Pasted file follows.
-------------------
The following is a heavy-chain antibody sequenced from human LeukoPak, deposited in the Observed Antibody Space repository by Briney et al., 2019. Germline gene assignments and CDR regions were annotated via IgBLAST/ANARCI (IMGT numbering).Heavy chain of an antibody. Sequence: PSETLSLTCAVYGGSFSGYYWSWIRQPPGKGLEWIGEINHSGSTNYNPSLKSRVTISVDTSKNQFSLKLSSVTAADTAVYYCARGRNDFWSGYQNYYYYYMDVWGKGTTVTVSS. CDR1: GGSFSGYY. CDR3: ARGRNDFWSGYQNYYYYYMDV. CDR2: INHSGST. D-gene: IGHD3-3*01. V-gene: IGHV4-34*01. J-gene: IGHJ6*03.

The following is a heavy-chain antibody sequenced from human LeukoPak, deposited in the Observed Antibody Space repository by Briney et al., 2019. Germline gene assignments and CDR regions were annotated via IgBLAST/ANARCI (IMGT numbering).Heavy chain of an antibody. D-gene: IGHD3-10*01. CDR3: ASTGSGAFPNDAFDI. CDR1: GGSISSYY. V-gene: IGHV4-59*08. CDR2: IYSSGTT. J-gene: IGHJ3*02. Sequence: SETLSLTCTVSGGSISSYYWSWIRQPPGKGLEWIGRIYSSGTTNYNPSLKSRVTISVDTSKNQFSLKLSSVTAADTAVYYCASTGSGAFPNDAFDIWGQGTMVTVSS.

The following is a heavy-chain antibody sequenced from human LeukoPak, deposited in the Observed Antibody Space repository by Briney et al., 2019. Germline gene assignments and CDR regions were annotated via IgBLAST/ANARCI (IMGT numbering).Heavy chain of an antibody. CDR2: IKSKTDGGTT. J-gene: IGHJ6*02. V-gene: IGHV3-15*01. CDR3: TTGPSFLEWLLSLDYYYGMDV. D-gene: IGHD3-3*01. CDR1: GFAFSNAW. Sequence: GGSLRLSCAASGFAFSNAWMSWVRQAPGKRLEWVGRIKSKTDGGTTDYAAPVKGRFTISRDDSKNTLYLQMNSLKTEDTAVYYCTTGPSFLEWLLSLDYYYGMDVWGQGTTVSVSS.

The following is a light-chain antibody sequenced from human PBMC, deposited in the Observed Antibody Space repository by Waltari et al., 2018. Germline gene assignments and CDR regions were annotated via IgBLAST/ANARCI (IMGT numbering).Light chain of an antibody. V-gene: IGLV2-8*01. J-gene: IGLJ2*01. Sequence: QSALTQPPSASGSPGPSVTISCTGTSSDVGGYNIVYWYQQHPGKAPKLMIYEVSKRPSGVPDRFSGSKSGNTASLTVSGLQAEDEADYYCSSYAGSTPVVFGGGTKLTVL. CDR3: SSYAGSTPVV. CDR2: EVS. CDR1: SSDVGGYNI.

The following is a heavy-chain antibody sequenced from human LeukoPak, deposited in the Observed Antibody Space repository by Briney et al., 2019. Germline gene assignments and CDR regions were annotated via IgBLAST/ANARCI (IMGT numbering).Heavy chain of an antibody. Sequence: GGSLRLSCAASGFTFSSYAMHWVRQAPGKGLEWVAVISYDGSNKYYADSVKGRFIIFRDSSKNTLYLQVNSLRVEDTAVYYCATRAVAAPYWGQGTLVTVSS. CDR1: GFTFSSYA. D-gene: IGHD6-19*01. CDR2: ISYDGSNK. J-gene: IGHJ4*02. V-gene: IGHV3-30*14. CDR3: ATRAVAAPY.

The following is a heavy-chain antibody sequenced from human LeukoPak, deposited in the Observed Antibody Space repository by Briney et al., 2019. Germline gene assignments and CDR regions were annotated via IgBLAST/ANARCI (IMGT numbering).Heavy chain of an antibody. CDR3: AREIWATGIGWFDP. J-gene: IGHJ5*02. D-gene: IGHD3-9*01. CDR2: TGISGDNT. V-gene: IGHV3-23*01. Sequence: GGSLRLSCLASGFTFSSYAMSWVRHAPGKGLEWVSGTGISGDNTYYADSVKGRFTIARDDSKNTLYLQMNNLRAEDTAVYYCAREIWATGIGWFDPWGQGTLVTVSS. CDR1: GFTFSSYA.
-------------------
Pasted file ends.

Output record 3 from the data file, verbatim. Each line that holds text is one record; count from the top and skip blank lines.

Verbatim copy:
The following is a heavy-chain antibody sequenced from human LeukoPak, deposited in the Observed Antibody Space repository by Briney et al., 2019. Germline gene assignments and CDR regions were annotated via IgBLAST/ANARCI (IMGT numbering).Heavy chain of an antibody. CDR2: IKSKTDGGTT. J-gene: IGHJ6*02. V-gene: IGHV3-15*01. CDR3: TTGPSFLEWLLSLDYYYGMDV. D-gene: IGHD3-3*01. CDR1: GFAFSNAW. Sequence: GGSLRLSCAASGFAFSNAWMSWVRQAPGKRLEWVGRIKSKTDGGTTDYAAPVKGRFTISRDDSKNTLYLQMNSLKTEDTAVYYCTTGPSFLEWLLSLDYYYGMDVWGQGTTVSVSS.